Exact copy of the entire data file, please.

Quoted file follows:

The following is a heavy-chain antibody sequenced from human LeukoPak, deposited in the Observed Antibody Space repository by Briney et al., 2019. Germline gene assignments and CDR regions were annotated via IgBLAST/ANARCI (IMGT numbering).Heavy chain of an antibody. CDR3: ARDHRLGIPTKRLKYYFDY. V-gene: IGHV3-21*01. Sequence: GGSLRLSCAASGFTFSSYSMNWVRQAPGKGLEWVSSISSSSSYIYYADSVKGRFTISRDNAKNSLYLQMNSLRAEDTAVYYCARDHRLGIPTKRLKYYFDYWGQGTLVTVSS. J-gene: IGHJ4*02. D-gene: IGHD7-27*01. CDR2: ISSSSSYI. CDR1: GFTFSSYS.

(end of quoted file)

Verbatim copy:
The following is a heavy-chain antibody sequenced from human LeukoPak, deposited in the Observed Antibody Space repository by Briney et al., 2019. Germline gene assignments and CDR regions were annotated via IgBLAST/ANARCI (IMGT numbering).Heavy chain of an antibody. CDR3: ARDHRLGIPTKRLKYYFDY. V-gene: IGHV3-21*01. Sequence: GGSLRLSCAASGFTFSSYSMNWVRQAPGKGLEWVSSISSSSSYIYYADSVKGRFTISRDNAKNSLYLQMNSLRAEDTAVYYCARDHRLGIPTKRLKYYFDYWGQGTLVTVSS. J-gene: IGHJ4*02. D-gene: IGHD7-27*01. CDR2: ISSSSSYI. CDR1: GFTFSSYS.